Review by Willard Manus

Remember the name Yongsoo Park, because this Korean-born writer has published the best novel I've read since last year's Dirty Havana Trilogy by Juan Pedro Gutierrez. BOY GENIUS actually shares some similarities with the latter work: both deal with urban realities, are irreverent, graphic, disdainful of authority, and use language in a pungent, kinetic kind of way.

Park, who emigrated to the USA at a young age and was educated at Swathmore College, has created a unique hero for his freewheeling, picaresque first novel: a Korean child prodigy who becomes famous at the age of three. When his test scores prove to be the highest in the land, he is not only featured in magazines and newspapers but given his own TV show, The Boy Genius Hour.

"I starred in the show," Boy Genius explains, "alongside Choco Joe, an American G.I. whose skin was as black and glistening as the shiniest eggplant. Wearing a pair of red boxing shorts, he imitated animal sounds and played catchy melodies on his rusty harmonica. Together, we taught school-children from Pusan to Seoul the A-B-C's and English phrases like 'Commie bastards must be killed without mercy," "His Excellency the Most Honorable President Park speaks the will of his people,' and 'The U.S.A. is our number-one friend and ally in everything.'"

President Park, who is in fact a benevolent dictator, befriends Boy Genius, inviting him to his home to break bread and discuss affairs of state. Boy Genius is in awe of The Most Honorable Park and swears lifelong allegiance to him, only to be crushingly disillusioned a few years later when His Excellency turns on him, stripping him of his TV show and perks. His parents lose their jobs and "in just six months we ended up in a dark six-foot-by-six-foot aluminum box that sat on the worst plot in a village of make-shift shanties fashioned out of cardboard boxes and Coca-Cola bottles."

The fall from grace is so severe that Boy Genius and his parents must leave Korea for the USA, where they end up in New York's Spanish Harlem (called Bogota in the book). Here is Park's description of the place: "Bogota's residents were made up of Third World detritus, the poor and the disenfranchised who had made their way to the New World by traveling with nameless caravans from the world's most forgotten villages. Some had crossed oceans on makeshift rafts made of coconuts and burlap sacks. Others had obtained the necessary dog-eared documents from master forgers who passed on their ancient craft only to their firstborn. Still others had duped lonely Americans into marrying them with fleeting phrases recycled from old Hollywood movies. All had two things in common: their dirty brown skin smelled of sweat and strange spices, and their silent eyes held a thousand unspeakable secrets."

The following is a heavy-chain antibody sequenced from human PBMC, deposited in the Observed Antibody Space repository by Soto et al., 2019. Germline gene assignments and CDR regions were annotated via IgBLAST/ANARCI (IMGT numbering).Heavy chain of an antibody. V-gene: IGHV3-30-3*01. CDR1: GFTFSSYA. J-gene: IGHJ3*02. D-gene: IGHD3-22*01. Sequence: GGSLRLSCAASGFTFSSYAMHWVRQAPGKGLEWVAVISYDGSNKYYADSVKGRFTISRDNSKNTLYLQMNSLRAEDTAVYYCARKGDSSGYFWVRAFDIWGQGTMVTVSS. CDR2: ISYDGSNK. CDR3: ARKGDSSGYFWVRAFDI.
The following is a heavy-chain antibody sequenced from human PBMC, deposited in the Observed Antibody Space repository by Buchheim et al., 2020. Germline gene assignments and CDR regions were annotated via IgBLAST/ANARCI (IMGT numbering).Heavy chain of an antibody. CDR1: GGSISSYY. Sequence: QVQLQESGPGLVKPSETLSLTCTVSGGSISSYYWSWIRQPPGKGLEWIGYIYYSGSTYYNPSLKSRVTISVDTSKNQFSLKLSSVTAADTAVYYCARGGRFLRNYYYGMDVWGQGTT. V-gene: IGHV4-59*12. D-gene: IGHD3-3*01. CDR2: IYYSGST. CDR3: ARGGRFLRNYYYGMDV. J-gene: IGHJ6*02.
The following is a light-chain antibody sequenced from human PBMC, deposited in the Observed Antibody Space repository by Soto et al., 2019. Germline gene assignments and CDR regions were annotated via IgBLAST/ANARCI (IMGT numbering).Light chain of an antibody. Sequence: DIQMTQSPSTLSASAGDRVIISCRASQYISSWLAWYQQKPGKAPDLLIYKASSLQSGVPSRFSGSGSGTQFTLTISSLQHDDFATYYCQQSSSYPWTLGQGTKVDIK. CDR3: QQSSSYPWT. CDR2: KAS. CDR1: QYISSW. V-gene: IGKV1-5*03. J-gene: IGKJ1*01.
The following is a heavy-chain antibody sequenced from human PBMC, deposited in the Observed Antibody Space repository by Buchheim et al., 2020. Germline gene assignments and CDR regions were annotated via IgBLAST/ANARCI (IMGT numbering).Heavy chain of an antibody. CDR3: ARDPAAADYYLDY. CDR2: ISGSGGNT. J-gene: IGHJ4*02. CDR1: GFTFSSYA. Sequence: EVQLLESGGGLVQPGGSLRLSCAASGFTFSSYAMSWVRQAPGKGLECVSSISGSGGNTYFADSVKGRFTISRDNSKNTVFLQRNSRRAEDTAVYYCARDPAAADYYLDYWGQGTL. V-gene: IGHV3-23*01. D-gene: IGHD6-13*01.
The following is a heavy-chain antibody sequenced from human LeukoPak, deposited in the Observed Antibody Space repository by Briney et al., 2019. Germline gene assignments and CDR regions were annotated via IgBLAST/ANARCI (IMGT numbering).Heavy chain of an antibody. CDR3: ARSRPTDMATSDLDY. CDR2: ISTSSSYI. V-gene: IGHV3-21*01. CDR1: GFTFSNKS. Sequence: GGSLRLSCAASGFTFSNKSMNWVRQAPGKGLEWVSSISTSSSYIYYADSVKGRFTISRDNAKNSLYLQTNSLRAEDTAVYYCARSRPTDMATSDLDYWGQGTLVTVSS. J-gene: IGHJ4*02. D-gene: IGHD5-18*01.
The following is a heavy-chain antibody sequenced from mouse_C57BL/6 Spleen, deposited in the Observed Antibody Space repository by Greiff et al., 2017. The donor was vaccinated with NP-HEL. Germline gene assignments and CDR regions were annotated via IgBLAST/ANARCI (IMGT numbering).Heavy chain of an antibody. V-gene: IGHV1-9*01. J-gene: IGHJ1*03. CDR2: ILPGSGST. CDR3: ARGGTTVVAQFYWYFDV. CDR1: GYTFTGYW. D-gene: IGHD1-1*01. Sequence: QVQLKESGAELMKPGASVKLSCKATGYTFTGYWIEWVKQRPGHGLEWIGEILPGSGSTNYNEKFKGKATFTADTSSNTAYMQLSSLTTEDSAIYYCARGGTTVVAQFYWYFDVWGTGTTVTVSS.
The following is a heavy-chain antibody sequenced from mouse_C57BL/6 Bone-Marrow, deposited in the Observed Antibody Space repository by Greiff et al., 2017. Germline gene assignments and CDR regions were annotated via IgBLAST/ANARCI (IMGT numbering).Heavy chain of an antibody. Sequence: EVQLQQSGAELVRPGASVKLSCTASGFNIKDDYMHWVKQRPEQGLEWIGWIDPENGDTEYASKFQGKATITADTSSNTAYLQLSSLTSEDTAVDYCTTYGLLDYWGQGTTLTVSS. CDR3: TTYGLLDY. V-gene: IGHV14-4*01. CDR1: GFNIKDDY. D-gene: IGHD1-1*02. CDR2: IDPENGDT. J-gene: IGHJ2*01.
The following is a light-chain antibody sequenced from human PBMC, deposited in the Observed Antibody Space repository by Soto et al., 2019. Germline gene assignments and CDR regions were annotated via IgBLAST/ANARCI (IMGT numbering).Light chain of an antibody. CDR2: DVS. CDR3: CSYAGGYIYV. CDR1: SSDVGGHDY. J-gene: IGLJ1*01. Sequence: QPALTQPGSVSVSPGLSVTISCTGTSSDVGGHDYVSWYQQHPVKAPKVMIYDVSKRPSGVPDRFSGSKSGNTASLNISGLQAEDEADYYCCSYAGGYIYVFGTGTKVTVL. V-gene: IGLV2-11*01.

Boy Genius is soon initiated into the guerilla war being fought on Bogota's streets. He learns how to survive beatings, humiliation and insults while growing up and becoming a "wild dog" American. He is also driven by thoughts of revenging himself on His Excellency for his betrayal, only to reach the snapping point when the dictator's hit man, H-I-J, wreaks more havoc on his family.

Boy Genius' climb up out of the ghetto and into middle-class life is handled skilfully and satirically by the author, whose comic inventiveness reaches its high point when Boy Genius goes to Hiroshima (where he stays in the Enola Gray Hotel) and undergoes an operation that turns him into a new man. Gone are his Third World, Oriental features, replaced by a chiseled face, blue eyes, then lips and aquiline nose. It leads to success in the business world, marriage, a reunion with Choco Joe and other key figures from his Korean youth--including his implacable enemy, the spook who turned His Excellency against him.

Park treats all this in blackly comic fashion, poking sardonic fun every step of the way at class, race, fascism, hero-worship,
politics, sex, love, human vanity. And in Boy Genius he has created a unique hero, one who is every bit as memorable as Alexander Portnoy, Augie March or Ignatius Reilly.